Building On Recent Training, Success, US Biathlon Works Toward Its Long-Term Vision

by Nicole Haase

Sean Doherty competes during the men's 10-kilometer sprint at the IBU World Cup Biathlon Hochfilzen on Dec. 09, 2022 in Hochfilzen, Austria.


With the bulk of training and hard work done, the U.S. biathlon team is getting into race mode and preparing for the winter season. With a new program structure and long-term plan, the team is looking to work towards sustained success and elevation of the program’s profile.


They are a team in transition.


Five athletes — Clare Egan, Susan Dunklee, Maddie Phaneuf, Hallie Grossman and Leif Nordgren — retired from the team following the world championships in late March. That has given opportunities for young skiers with junior eligibility to join the senior team in training and certain competitions to begin to grow their confidence, experience and resumes.


Lowell Bailey, US Biathlon’s director of high performance, said this American team is a mix of young skiers with a lot of potential and proven veterans who are looking to build on their previous accomplishments.


While there are individual and team goals for this first year of the Olympic cycle, Bailey said US Biathlon took time at the conclusion of last winter season to make some overall program changes. The men’s and women’s national teams have been consolidated under one head coach, Armin Auchentaller, and the program set forth a comprehensive eight-year plan that has targets for the Olympic Winter Games Milano and Cortina 2026. However, the ultimate goal is winning Olympic medals in the 2030 Games.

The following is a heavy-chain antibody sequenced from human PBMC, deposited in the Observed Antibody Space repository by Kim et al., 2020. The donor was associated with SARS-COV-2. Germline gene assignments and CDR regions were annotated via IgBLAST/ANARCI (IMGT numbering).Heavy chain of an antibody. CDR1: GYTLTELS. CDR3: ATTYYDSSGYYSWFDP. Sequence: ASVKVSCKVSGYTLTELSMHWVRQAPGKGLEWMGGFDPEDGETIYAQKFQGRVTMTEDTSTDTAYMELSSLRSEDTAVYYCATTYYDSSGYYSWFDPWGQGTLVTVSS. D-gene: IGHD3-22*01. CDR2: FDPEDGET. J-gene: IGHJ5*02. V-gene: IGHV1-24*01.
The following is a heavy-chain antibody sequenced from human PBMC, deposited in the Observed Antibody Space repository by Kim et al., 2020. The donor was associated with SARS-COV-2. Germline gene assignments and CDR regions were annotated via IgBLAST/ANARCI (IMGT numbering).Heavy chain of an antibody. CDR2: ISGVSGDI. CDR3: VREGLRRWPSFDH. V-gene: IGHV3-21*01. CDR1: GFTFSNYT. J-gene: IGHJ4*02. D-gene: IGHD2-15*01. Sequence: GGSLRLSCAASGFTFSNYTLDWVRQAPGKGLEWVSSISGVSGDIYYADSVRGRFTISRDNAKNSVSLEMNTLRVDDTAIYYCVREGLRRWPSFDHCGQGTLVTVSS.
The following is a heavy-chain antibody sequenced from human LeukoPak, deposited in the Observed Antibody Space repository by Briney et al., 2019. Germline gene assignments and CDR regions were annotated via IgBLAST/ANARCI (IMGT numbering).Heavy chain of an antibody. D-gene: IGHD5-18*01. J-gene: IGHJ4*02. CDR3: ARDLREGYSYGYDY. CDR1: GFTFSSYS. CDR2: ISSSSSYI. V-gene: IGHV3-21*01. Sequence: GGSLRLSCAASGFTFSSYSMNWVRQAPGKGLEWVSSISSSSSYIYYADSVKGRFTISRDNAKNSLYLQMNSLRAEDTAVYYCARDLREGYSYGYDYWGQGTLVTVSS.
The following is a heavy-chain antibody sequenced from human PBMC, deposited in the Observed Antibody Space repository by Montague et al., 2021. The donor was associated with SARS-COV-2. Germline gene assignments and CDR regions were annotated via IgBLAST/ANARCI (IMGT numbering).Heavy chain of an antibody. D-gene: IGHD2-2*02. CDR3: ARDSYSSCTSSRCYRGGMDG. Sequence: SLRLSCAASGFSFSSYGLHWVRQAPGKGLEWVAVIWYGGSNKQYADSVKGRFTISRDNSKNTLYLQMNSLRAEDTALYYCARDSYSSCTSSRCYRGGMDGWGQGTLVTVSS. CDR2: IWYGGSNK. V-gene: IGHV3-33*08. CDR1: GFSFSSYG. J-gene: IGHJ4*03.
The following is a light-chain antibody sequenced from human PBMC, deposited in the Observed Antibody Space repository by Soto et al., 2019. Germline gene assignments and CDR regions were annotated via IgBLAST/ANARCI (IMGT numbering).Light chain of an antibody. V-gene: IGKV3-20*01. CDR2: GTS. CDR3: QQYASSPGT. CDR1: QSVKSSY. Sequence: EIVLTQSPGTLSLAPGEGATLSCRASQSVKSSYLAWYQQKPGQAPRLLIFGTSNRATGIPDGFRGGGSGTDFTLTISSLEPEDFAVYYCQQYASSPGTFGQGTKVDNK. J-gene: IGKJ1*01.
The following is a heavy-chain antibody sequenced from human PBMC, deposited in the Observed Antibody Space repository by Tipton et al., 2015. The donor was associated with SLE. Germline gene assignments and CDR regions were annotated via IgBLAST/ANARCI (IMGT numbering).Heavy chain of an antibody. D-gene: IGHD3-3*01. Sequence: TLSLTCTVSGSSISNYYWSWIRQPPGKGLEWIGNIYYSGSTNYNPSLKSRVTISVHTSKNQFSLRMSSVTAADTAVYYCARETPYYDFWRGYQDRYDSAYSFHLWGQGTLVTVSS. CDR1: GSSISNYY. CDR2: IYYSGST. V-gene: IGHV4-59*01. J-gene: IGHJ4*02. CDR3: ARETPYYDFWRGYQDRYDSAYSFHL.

To achieve that goal, they are expanding club development, talent ID and talent transfer programming, and increasing support for top athletes. Staffing changes and restructuring were made with the needs of the senior national team in mind. 


There is certainly a desire to see growth and medal finishes before 2030; however, Bailey said the goal isn’t sporadic individual wins, but an overall elevation of the program. They don’t want US Biathlon’s success to hinge on one athlete or one coach but rather be founded on the strength of the system and culture that they build. That sort of grassroots, structural change takes time to develop.


“In order to have sustained competitive excellence, we feel we need to have a longer view,” said Bailey, himself a four-time Olympian for Team USA. “The goal is the competitive excellence that comes with building a program over a long timeframe so that you can build the systems, the programming, the depth of field, the depth of clubs, the depth of coaching talent and coaches and education programming that’s necessary to carry the entire program.”


Biathlon is a sport that requires a long view. Bailey described it as having a really long runway. In order to compete internationally, athletes generally need a minimum of 10 years of high-level cross-country skiing as well as 10 years of high-level shooting. Put in that context, the eight-year plan seems aggressive but obtainable.


While the training and preparation to be an elite biathlete takes a decade or more, Bailey said the tradeoff is that the athletes who reach the top are able to stay there for a while. That’s why there is such excitement in the program for the group of skiers on the team right now.